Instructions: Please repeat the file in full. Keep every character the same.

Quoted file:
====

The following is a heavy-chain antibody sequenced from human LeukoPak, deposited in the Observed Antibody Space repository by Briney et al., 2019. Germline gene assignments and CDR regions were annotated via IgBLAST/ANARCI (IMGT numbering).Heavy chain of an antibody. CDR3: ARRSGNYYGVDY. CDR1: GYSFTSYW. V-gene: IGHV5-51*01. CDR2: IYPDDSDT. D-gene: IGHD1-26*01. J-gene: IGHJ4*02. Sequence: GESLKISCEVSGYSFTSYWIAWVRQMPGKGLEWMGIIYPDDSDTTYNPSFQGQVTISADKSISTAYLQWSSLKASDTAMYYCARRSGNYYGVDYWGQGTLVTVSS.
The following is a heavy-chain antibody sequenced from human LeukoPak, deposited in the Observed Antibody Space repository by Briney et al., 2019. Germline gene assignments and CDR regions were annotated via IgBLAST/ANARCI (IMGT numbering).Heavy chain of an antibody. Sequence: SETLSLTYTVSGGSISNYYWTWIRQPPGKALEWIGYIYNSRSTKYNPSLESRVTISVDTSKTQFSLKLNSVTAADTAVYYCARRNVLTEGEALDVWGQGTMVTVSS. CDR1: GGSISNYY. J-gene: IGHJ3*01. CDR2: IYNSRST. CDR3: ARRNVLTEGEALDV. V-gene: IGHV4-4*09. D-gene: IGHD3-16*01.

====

The following is a heavy-chain antibody sequenced from human LeukoPak, deposited in the Observed Antibody Space repository by Briney et al., 2019. Germline gene assignments and CDR regions were annotated via IgBLAST/ANARCI (IMGT numbering).Heavy chain of an antibody. CDR3: ARRSGNYYGVDY. CDR1: GYSFTSYW. V-gene: IGHV5-51*01. CDR2: IYPDDSDT. D-gene: IGHD1-26*01. J-gene: IGHJ4*02. Sequence: GESLKISCEVSGYSFTSYWIAWVRQMPGKGLEWMGIIYPDDSDTTYNPSFQGQVTISADKSISTAYLQWSSLKASDTAMYYCARRSGNYYGVDYWGQGTLVTVSS.
The following is a heavy-chain antibody sequenced from human LeukoPak, deposited in the Observed Antibody Space repository by Briney et al., 2019. Germline gene assignments and CDR regions were annotated via IgBLAST/ANARCI (IMGT numbering).Heavy chain of an antibody. Sequence: SETLSLTYTVSGGSISNYYWTWIRQPPGKALEWIGYIYNSRSTKYNPSLESRVTISVDTSKTQFSLKLNSVTAADTAVYYCARRNVLTEGEALDVWGQGTMVTVSS. CDR1: GGSISNYY. J-gene: IGHJ3*01. CDR2: IYNSRST. CDR3: ARRNVLTEGEALDV. V-gene: IGHV4-4*09. D-gene: IGHD3-16*01.